Apply Jure Sanguinis IN ITALY?

Over 25 million Italians have emigrated between 1861 and 1960 with a migration boom between 1871 and 1915 when over 13,5 million emigrants left the country for European and overseas destinations.
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pazzabella
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Apply Jure Sanguinis IN ITALY?

Postby pazzabella » 03 Dec 2008, 20:18

Hi everyone!

I have all the documents I need but I keep reading stories about how long it takes to get it through the embassies and consulates in the States. A friend told me he knew someone who took all the paperwork directly to Italy and had citizenship within a few days.

Has anyone else done that or know of anyone who has? I could make it over in January, if it is possible.

Thanks for your help!

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pazzabella
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Re: Apply Jure Sanguinis IN ITALY?

Postby pazzabella » 03 Dec 2008, 20:19

By the way, "it" is Italian citizenship by "jure sanguinis." My father is also still alive. Would he have to apply before me?
Thanks!

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mler
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Re: Apply Jure Sanguinis IN ITALY?

Postby mler » 03 Dec 2008, 21:59

I believe you must establish residency before you can apply in Italy. Some consulates are better than others, so don't give up on doing it here.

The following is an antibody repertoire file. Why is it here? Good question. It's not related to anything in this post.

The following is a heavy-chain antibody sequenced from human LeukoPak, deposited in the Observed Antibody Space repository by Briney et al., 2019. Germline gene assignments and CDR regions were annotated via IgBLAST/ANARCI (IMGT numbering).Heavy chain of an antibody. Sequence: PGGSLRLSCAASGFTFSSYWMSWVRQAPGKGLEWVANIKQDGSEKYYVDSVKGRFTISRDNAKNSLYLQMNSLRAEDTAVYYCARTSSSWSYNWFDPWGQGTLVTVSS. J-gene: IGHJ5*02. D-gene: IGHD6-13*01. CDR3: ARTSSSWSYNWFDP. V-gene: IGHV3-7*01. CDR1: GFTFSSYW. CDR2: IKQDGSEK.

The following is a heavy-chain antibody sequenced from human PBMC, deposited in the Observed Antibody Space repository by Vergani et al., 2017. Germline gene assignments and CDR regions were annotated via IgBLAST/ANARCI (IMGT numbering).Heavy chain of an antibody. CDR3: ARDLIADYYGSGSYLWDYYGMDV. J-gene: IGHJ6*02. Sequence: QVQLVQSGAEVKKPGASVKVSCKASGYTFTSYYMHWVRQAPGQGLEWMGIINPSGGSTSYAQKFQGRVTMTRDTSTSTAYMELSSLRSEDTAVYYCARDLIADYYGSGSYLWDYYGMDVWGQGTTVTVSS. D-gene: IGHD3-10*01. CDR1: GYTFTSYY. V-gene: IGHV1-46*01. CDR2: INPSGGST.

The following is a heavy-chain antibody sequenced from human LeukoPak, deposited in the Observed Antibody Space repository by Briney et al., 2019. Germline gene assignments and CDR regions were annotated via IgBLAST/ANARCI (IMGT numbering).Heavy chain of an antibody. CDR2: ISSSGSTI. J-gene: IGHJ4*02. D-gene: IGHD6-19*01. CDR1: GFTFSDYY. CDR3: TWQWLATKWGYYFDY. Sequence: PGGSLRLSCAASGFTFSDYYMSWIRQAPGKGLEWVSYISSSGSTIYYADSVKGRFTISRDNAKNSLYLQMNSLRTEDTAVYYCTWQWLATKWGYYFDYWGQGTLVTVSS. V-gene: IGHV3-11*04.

No, it's not necessary for your dad to apply first.

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johnnyonthespot
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Re: Apply Jure Sanguinis IN ITALY?

Postby johnnyonthespot » 04 Dec 2008, 01:48

pazzabella wrote:Hi everyone!

I have all the documents I need but I keep reading stories about how long it takes to get it through the embassies and consulates in the States. A friend told me he knew someone who took all the paperwork directly to Italy and had citizenship within a few days.

Has anyone else done that or know of anyone who has? I could make it over in January, if it is possible.

Thanks for your help!


Which consulate would you be applying through? Some are processing applications with remarkable speed (recent NY applicants, myself included, have had their applications approved in just 2 to 4 weeks!); unfortunately some other consulates would make good material for a Stephen King horror novel...

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pazzabella
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Re: Apply Jure Sanguinis IN ITALY?

Postby pazzabella » 04 Dec 2008, 02:21

I live in MD so my consulate would be Philly. I haven't had great luck through them so far...

And there's no way around it right? You have to go to your region's consulate?

By the way, thank you for such speedy replies!

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matta
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Re: Apply Jure Sanguinis IN ITALY?

Postby matta » 04 Dec 2008, 04:46

pazzabella wrote:I live in MD so my consulate would be Philly. I haven't had great luck through them so far...

And there's no way around it right? You have to go to your region's consulate?

By the way, thank you for such speedy replies!


The only way "around" it is to establish residency in another consulate region. The requirement to demonstrate residency would be a driver's license, lease/mortgage, or utility bill.

If you have family in another consulate region, you could try to use their address to get a license. The downside is that the new state will require you to file (and pay) state income tax, as you'd be a legal resident there. So, unless you want to pay additional tax, find a state with a lower (or no) income tax. The only state that will issue you a new license and let you keep your old (thereby establishing residency in two states) is Florida. The problem is that the Miami consulate is one of the toughest to get through in the US (the woman there is very strict).